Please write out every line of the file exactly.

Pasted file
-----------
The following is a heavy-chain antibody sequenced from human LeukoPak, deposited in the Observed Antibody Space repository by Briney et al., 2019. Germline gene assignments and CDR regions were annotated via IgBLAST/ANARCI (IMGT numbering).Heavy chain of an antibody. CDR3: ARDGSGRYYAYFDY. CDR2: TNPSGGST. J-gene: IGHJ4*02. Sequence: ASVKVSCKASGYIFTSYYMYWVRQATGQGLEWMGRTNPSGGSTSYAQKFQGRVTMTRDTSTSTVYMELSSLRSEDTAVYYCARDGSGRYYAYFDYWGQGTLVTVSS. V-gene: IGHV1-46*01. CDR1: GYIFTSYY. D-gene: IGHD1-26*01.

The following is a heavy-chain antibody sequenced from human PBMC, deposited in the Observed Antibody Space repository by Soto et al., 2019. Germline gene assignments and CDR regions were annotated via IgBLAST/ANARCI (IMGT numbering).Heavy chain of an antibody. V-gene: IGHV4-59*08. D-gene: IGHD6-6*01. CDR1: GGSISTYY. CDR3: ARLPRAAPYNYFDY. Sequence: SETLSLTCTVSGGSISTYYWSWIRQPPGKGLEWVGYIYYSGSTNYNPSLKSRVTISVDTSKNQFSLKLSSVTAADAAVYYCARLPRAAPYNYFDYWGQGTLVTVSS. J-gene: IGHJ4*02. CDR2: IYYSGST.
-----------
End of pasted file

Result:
The following is a heavy-chain antibody sequenced from human LeukoPak, deposited in the Observed Antibody Space repository by Briney et al., 2019. Germline gene assignments and CDR regions were annotated via IgBLAST/ANARCI (IMGT numbering).Heavy chain of an antibody. CDR3: ARDGSGRYYAYFDY. CDR2: TNPSGGST. J-gene: IGHJ4*02. Sequence: ASVKVSCKASGYIFTSYYMYWVRQATGQGLEWMGRTNPSGGSTSYAQKFQGRVTMTRDTSTSTVYMELSSLRSEDTAVYYCARDGSGRYYAYFDYWGQGTLVTVSS. V-gene: IGHV1-46*01. CDR1: GYIFTSYY. D-gene: IGHD1-26*01.

The following is a heavy-chain antibody sequenced from human PBMC, deposited in the Observed Antibody Space repository by Soto et al., 2019. Germline gene assignments and CDR regions were annotated via IgBLAST/ANARCI (IMGT numbering).Heavy chain of an antibody. V-gene: IGHV4-59*08. D-gene: IGHD6-6*01. CDR1: GGSISTYY. CDR3: ARLPRAAPYNYFDY. Sequence: SETLSLTCTVSGGSISTYYWSWIRQPPGKGLEWVGYIYYSGSTNYNPSLKSRVTISVDTSKNQFSLKLSSVTAADAAVYYCARLPRAAPYNYFDYWGQGTLVTVSS. J-gene: IGHJ4*02. CDR2: IYYSGST.